At the beginning of October two small baby orangutans were rescued. A barely nine-month-old orangutan was found in a burnt forest area and a three-year-old orangutan was rescued from a sad life locked up as a pet.
Gets help at a rehabilitation center
The first examinations of the little male orangutan, who has been named Topan, show that it was at the last minute he was rescued. Topan is thus severely dehydrated and malnourished, and weighs just 1.5 kg.
"We ensure that the needy orangutans get the best possible conditions to develop and hopefully Topan can also return to the rainforest one day, as well as the over 300 other rehabilitated orangutans that have already been released since 2012," explains Bue Heckmann, Head of Communication at Save the Orangutan.
In cooperation with the Indonesian organization BOS Foundation, Save the Orangutan run the world's largest rehabilitation center for orangutans - Nyaru Menteng - where about 500 orangutans receive daily help.
Many orangutans need help
Topan was the second baby orangutan that arrived at the center within just a few days. A couple of days before, a barely three-year-old female orangutan was saved after she had been captured at a very young age and kept as a pet.
"We are experiencing an increasing number of orangutans who need help. This year we have already received 19 baby orangutans, and it's just a fraction of the approximately 3,000 orangutans that die every year due to the deforestation on Borneo or because they are illegally caught as pets, "says Bue Heckmann.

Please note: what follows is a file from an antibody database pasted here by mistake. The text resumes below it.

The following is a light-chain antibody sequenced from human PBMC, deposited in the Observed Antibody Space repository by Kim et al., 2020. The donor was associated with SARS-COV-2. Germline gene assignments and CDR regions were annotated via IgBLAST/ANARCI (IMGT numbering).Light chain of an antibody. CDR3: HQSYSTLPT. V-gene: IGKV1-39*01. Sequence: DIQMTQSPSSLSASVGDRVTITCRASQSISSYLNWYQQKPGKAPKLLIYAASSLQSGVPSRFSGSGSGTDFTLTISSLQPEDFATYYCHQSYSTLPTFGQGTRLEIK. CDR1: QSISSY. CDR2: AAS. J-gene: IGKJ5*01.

In the summer of 2016, Borneo's orangutan was declared critically endangered by The International Union for Conservation of Nature, as the organization estimated that 86 percent of the orangutan population would be extinct by 2025.
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For any additional information or questions, please don´t hesitate to contact Bue Heckmann (tell: +45 2987 3881), Head of Communication at Save the Orangutan
Facts about the orangutan:
Distribution/range: Orangutans only live on the Southeast Asia islands of Sumatra and Borneo, and it is the only great ape found outside of Africa.
Population numbers: In the summer of 2016 Borneo's orangutan was declared critically endangered by IUCN. It is estimated that around 86 % of the population will disappear before 2025. The current population estimate is around 100.000 individuals on Borneo.
Re-production: Orangutans are thought to have the longest childhood in the world, as the age of first reproduction is around 10 years. Orangutan is also the mammal with the longest period between offspring – up to 8 years.
Fragmentation: Many of the remaining orangutan population are fragmented and low in numbers, which creates a high risk of inbreeding and thereby fragile individuals.